IRS Says No Form 1099-C Required For Certain Student Loan Repayments McGlinchey Stafford

Acting to clarify the practical impact of a COVID relief provision passed earlier this year, the IRS announced in Notice 2022-1 (Notice) that lenders are not required and should not issue forms 1099-C when certain student loans are canceled. . Lenders and their agents should act now to review their tax reporting procedures to comply with the Notice.

For your information, the American Rescue Plan Act of 2021 (ARPA) amended Section 108 of the Internal Revenue Code (Code) to expand the types of student debt relief that will be excluded from income.

Prior to the enactment of ARPA, Section 108 of the Code provided narrow exceptions to the general rule requiring the inclusion of Debt Cancellation Income (COD). The exceptions that apply to COD income from the discharge of student loans:

  • in exchange for a provision requiring certain work for a certain period by certain professionals (for example, a doctor in a public hospital in a rural area), or
  • due to the death or total and permanent disability of a student.

Relief has also been provided for COD income resulting from certain other student loan releases, such as loans released as part of the Department of Education’s closed school process or the defense release process on repayment. .

ARPA has added additional relief by excluding from gross income certain student loan releases that occur after December 31, 2020 and before January 1, 2026. The new “student loan release” exclusion applies to the following types of loans:

  • Loans provided specifically for post-secondary education expenses if the loan has been made, insured or guaranteed by a federal, state or local government entity or qualifying educational institution.
  • Loans for private education (as defined in Section 140 (a) (7) of the Loan Truth Act).
  • Any loan made by any educational institution that qualifies as a 50% charitable organization (for the purposes of the charitable donation tax deduction) (most non-profit colleges and universities) if the loan is made in under an agreement with a government entity (described in point (1)) or any private education lender that has granted the loan to the educational institution, or as part of a program of the educational institution education that is designed to encourage its students to take jobs with unmet needs or in areas with unmet needs and in which the services provided by the students (or alumni) are for or under the direction of a government unit or tax-exempt charity.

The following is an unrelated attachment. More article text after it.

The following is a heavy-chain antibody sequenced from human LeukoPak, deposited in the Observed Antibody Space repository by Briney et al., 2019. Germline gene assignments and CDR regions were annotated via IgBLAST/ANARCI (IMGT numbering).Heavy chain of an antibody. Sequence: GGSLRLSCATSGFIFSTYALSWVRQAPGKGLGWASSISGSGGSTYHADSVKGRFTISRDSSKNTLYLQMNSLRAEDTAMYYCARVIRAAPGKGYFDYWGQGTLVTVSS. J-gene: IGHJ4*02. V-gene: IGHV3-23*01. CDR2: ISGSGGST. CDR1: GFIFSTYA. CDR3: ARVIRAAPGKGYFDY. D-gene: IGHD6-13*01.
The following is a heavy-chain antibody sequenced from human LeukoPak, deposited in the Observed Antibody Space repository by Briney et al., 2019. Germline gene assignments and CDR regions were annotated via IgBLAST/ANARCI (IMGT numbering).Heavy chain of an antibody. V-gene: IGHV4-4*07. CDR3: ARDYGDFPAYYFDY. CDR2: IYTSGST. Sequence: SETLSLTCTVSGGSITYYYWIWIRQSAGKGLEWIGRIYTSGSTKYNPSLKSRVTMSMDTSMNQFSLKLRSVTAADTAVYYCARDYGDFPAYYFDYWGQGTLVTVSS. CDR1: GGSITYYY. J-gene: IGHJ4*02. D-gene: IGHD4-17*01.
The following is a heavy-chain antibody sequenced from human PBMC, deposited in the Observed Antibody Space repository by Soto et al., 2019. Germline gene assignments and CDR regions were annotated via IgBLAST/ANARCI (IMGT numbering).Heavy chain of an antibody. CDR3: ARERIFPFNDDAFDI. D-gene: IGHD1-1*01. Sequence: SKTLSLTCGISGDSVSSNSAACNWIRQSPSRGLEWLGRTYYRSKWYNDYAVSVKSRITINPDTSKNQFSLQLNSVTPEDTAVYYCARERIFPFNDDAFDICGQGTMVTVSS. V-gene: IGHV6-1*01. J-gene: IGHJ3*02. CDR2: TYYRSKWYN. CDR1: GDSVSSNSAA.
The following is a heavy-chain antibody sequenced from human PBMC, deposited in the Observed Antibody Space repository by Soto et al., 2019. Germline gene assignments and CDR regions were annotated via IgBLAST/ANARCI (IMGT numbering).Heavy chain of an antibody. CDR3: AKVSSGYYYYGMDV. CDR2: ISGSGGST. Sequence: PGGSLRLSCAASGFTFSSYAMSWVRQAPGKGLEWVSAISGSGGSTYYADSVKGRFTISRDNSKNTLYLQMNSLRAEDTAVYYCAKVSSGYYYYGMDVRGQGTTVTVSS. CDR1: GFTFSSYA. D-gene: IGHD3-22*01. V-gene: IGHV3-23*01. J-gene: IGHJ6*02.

• Any loan made by an educational organization considered to be a 50% charity or by a tax-exempt organization to refinance a loan to an individual to help the individual attend an educational organization, but only if the refinancing loan is part of a program of the refinancing organization which is designed as described in point (3).

The release of a loan granted by an educational institution or a private education lender is however not excluded under the above rules, if the release is due to services rendered either to the organization or to to the private education lender.

It is important to note that this ARPA provision did not, in itself, require the cancellation of a student loan. The ARPA Code change with respect to the COD Broad Income Exception only applies to how a student loan discharge is handled for tax reporting purposes.

To sum up, normally IRS Form 1099-C is used by lenders to report the release of debt upon the occurrence of certain identifiable events. If applicable, the lender should file Form 1099-C with the IRS and provide a copy to the borrower. If the debt that is discharged is a student loan described above, however, the Notice states that the IRS does not want to:

  • the lender files a Form 1099-C with the IRS, as this could result in a computer-generated notice from the IRS to the borrower of unreported income, or
  • provide a Form 1099-C to the borrower as this could cause confusion for the borrower.
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